Music instrument retailer Guitar Center filed for Chapter 11 bankruptcy Saturday in the Eastern District of Virginia as brick and mortar businesses struggle during the coronavirus pandemic.

The rising percentage of unemployment along with shutdowns across the country has stopped music lovers from being able to purchase new equipment, impacting the company’s sales, Bloomberg reports. Music gear sales are highly dependent on consumers making discretionary purchases.

However, filing for bankruptcy doesn’t mean the company will shut down all of its store locations. Instead, the filing will reduce the company’s debt and allow them to stay open while carrying out a reconstruction plan.

“This is an important and positive step in our process to significantly reduce our debt and enhance our ability to reinvest in our business to support long-term growth," said Ron Japinga, CEO of Guitar Center. "Throughout this process, we will continue to serve our customers and deliver on our mission of putting more music in the world. Given the strong level of support from our lenders and creditors, we expect to complete the process before the end of this year."

“Guitar Center has negotiated to have a total of $375 million in Debtor-In-Possession (“DIP”) financing provided by certain of its existing noteholders and ABL lenders. In connection with the Plan, the Company currently intends to raise $335 million in new senior secured notes,” a statement read.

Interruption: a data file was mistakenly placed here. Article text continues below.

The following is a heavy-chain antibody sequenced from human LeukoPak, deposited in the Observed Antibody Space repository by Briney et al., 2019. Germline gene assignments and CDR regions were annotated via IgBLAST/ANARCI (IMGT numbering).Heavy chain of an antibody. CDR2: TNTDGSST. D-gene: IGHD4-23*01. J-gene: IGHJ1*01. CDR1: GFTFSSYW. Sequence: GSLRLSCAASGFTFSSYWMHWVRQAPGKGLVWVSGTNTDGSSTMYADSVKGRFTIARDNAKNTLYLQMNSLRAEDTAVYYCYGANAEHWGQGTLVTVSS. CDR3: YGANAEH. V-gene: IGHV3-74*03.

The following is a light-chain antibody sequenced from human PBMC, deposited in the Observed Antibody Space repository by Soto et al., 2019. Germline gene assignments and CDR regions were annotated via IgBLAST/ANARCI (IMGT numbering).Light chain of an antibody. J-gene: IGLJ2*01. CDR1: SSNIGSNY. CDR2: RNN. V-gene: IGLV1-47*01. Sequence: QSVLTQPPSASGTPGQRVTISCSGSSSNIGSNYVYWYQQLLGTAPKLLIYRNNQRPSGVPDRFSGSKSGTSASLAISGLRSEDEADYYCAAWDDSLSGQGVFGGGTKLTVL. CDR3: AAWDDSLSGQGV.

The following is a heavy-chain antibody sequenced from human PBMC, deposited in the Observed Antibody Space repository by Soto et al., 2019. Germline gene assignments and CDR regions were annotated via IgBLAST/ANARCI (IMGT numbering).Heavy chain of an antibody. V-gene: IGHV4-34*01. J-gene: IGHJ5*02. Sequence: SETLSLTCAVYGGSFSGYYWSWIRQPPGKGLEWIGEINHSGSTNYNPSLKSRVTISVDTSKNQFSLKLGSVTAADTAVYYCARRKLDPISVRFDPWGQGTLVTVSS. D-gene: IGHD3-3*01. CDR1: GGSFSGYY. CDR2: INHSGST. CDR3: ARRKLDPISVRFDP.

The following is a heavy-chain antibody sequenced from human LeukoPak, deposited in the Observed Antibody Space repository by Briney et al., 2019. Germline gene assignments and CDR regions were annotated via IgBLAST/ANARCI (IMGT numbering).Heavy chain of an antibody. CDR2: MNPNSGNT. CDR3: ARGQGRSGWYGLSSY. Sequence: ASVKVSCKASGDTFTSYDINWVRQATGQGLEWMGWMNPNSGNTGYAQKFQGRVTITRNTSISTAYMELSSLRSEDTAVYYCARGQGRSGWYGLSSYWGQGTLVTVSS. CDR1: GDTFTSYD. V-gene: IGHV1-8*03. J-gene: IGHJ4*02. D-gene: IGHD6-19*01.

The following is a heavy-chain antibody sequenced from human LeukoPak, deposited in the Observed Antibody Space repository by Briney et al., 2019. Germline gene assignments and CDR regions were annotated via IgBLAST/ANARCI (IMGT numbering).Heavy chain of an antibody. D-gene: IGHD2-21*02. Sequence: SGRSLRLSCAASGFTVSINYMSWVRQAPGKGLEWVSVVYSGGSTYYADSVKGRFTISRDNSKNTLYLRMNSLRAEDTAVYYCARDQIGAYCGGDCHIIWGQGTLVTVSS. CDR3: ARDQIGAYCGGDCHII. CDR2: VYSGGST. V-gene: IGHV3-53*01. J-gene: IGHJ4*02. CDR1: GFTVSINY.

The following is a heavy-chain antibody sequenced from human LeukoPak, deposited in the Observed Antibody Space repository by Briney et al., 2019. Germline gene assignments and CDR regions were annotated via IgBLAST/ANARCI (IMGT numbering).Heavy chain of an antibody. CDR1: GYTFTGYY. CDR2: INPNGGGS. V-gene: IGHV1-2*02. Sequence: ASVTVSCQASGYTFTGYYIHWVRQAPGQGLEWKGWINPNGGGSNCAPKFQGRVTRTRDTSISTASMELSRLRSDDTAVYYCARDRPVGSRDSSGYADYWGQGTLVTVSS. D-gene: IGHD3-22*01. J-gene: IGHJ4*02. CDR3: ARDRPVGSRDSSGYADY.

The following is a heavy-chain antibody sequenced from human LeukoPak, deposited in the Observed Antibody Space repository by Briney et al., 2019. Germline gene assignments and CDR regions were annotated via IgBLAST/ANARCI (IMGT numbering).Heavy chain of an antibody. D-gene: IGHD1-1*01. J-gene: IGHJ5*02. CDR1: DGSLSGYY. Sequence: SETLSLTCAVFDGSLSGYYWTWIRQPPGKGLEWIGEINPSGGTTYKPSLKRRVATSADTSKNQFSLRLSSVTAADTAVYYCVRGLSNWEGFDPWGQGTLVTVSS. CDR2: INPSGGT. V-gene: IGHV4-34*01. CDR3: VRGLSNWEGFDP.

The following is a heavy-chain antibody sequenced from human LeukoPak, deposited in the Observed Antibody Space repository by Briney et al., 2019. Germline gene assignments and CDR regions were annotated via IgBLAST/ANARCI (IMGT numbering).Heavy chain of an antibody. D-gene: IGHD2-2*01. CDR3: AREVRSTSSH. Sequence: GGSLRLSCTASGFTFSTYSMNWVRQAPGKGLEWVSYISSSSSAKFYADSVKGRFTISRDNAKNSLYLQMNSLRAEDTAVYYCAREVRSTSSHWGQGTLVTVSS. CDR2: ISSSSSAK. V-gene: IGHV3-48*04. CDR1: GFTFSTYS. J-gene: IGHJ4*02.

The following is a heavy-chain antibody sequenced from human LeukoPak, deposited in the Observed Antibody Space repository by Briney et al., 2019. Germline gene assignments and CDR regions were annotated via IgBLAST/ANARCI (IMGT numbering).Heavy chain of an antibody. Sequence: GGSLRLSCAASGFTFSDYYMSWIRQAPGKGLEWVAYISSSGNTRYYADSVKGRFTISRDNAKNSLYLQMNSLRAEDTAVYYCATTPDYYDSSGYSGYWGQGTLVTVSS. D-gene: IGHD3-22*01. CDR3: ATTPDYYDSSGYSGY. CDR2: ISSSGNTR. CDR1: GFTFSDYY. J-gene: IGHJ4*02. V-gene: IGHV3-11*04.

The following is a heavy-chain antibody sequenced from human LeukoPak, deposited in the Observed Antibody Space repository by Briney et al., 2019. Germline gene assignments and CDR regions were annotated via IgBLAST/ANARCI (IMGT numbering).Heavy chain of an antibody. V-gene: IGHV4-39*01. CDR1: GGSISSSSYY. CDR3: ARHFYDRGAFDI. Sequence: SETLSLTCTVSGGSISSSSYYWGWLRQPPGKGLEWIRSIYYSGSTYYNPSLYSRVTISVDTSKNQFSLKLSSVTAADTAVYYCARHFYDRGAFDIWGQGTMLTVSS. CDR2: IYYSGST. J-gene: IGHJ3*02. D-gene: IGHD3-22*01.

In the court filing, the Southern California-based company listed its assets and liabilities at $1 billion and $10 billion, respectively.

Following an agreement that was reached earlier this month, Guitar Center will get a debt reduction of almost $800 million as well as equity investments of up to $165 million to help rebuild the company, Reuters reports.

Despite filing for bankruptcy, the company’s almost 300 store locations are expected to remain open including their e-commerce operations.

BRG served as the restructuring advisor, while Milbank LLP will serve as the legal counsel.

This isn’t the first time Guitar Center has faced financial hardship. Its growing debt began in 2007 when the company went private in a $2.1 billion deal with Bain Capital LP.

Guitar Center, which was founded in 1959, has 269 stores across the U.S.

Paulo Roberto's beloved blue guitar, left on a wall after his death from Covid-19
Paulo Roberto's beloved blue guitar, left on a wall after his death from Covid-19 AFP / DOUGLAS MAGNO